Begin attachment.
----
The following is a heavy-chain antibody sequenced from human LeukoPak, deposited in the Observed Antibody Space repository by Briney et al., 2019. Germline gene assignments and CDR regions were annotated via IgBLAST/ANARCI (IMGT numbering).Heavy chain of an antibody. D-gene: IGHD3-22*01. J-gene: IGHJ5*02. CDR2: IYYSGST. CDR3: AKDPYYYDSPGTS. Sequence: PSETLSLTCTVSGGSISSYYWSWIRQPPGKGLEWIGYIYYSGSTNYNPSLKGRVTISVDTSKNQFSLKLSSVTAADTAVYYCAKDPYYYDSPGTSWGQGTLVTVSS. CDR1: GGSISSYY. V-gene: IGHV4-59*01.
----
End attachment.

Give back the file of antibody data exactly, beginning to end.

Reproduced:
The following is a heavy-chain antibody sequenced from human LeukoPak, deposited in the Observed Antibody Space repository by Briney et al., 2019. Germline gene assignments and CDR regions were annotated via IgBLAST/ANARCI (IMGT numbering).Heavy chain of an antibody. D-gene: IGHD3-22*01. J-gene: IGHJ5*02. CDR2: IYYSGST. CDR3: AKDPYYYDSPGTS. Sequence: PSETLSLTCTVSGGSISSYYWSWIRQPPGKGLEWIGYIYYSGSTNYNPSLKGRVTISVDTSKNQFSLKLSSVTAADTAVYYCAKDPYYYDSPGTSWGQGTLVTVSS. CDR1: GGSISSYY. V-gene: IGHV4-59*01.